The Gowanus Lounge has a recent update on what Ikea is doing. In speaking to the Carroll Gardens Courier, Ikea's spokesperson pooh-poohed criticisms of the project and tried to make it sound as though the nay-sayers were all from outside New York. Blaming those craaaazy outside agitators is a common way of trying to rebut organizing, but it's an odd tack for Ikea to take when talking to a local Brooklyn paper.
When the question is "should Ikea come to Brooklyn?," there are strong feelings and good reasons on both sides of the issue. That's not the question, though (we're a little past that point). I go to the Gowanus Lounge for his incisive analysis:
We have many things to say about Ikea's offensive brush off of legitimate concerns, but will limit ourselves to a few: First, it's bad PR to broadcast blatant disregard for the community in which you are building. There are legitimate divisions of opinion regarding the Ikea Red Hook. There are strong critics that object to Ikea's location. There are strong supporters who welcome it. There are an awful lot of people in between, who don't think that a few compromises--like saving the graving dock--are so out of line.Hear, hear.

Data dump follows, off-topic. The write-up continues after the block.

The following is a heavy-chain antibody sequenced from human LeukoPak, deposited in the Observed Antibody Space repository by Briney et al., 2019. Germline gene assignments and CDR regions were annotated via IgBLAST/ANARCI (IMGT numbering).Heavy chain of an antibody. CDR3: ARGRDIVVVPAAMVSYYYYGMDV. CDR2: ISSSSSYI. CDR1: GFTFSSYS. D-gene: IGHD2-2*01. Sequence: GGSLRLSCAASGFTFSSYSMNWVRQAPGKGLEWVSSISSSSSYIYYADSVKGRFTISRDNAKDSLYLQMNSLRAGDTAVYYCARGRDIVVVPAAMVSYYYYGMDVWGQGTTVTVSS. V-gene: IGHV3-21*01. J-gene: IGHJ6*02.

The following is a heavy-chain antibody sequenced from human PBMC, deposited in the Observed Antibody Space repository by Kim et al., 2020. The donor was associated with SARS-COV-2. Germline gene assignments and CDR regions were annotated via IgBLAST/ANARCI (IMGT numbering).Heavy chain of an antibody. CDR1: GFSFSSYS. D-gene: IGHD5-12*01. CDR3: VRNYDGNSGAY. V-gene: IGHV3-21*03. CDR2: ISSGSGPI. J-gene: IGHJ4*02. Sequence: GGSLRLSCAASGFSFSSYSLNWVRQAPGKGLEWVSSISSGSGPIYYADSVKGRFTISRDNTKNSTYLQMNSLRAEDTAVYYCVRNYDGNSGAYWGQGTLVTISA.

We have nothing against Ikea, per se. We have dealt with execs at existing Ikea locations and have found them to be decent and community-minded people. On the whole, we find Ikea's corporate behavior less troubling than, say, Wal-Mart and other huge firms, but we think Ikea's position on the graving dock is wrong and its attitude is nothing short of arrogant. (We'll leave aside its brutish demolition of historic buildings, of which we're not big fans either.)
Photo: Inauguration of the Todd Shipyard Graving Dock from the Brooklyn Historical Society.